ASHLAND On paper, River Cities Harvest has done well this year in food donations — about a million pounds of edibles, executive director Brittnany Hoback said.
However, the agency still falls short, as it does most years, in one area essential to feeding the hungry — maintaining an adequate stockpile of canned food, Hoback said.
That is because the agency’s major source of donations comes from restaurants and stores, which hand over fresh foods that they cannot use themselves — surplus meats, produce and other perishables that are good to eat but which they cannot sell.
The agency supplies food to 31 pantries in Boyd, Greenup and Lawrence counties in Kentucky and Lawrence County, Ohio.
Their perennial need is for canned goods, which store easily and last longer than fresh foods.
Hoback gets a few from stores that are scratched or missing labels, but depends on donors for more, and that is a need all year round, she said.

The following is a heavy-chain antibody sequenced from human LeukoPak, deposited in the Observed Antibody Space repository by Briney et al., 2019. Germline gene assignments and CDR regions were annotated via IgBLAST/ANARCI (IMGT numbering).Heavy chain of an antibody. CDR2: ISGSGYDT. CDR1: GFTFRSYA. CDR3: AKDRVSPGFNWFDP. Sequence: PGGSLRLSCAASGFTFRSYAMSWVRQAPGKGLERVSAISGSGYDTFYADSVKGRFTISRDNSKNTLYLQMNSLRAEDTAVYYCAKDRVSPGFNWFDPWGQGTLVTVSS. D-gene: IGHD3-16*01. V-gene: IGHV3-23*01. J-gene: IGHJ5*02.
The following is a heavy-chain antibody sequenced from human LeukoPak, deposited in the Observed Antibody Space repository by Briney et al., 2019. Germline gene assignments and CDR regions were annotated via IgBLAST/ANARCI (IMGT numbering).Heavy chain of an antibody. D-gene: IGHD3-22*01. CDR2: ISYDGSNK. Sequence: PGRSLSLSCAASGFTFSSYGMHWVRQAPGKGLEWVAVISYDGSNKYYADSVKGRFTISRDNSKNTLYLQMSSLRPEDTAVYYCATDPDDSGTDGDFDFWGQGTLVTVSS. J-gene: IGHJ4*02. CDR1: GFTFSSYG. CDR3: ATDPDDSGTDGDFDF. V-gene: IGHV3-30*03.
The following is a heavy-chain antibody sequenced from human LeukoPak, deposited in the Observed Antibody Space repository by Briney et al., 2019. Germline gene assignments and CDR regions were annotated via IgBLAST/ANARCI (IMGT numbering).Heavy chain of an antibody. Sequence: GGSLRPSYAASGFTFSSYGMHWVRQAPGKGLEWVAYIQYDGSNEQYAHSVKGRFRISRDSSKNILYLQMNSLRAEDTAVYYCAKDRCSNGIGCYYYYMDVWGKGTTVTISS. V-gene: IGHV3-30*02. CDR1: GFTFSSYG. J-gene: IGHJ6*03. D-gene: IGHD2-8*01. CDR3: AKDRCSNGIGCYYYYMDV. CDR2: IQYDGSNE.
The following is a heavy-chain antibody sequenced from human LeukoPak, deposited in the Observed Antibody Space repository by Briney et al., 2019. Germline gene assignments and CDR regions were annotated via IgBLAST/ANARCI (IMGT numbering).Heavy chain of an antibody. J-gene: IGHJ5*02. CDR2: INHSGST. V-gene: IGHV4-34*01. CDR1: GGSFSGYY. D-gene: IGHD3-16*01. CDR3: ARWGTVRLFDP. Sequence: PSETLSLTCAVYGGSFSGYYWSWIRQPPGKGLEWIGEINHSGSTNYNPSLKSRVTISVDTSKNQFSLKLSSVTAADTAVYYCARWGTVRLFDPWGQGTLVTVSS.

In ordinary years, cans come in from drives like the one at Ashland Middle School but the numbers were down this year because of the COVID-19 pandemic.
The two area hospitals formerly held competing drives, but Our Lady of Bellefonte closed in the spring. King’s Daughters Medical Center donated money that took up some of the slack there, but Hoback doesn’t know what she can expect next year.
The uncertainty comes at a time when more new faces are showing up needing food aid, fallout from the pandemic. The increase in demand is a trend Hoback expects will continue for some time. “We’re definitely bracing for that,” she said.
The best way to support the agency is a financial donation. “Money is most welcome because we know how to make it stretch,” she said.
The easiest way to donate is to go to the website of the umbrella agency Neighbors Helping Neighbors — https://theneighborhood-ashland.org/ — and click on the “donate money” button. Donors may designate the specific agency to which they want to give on the donation form.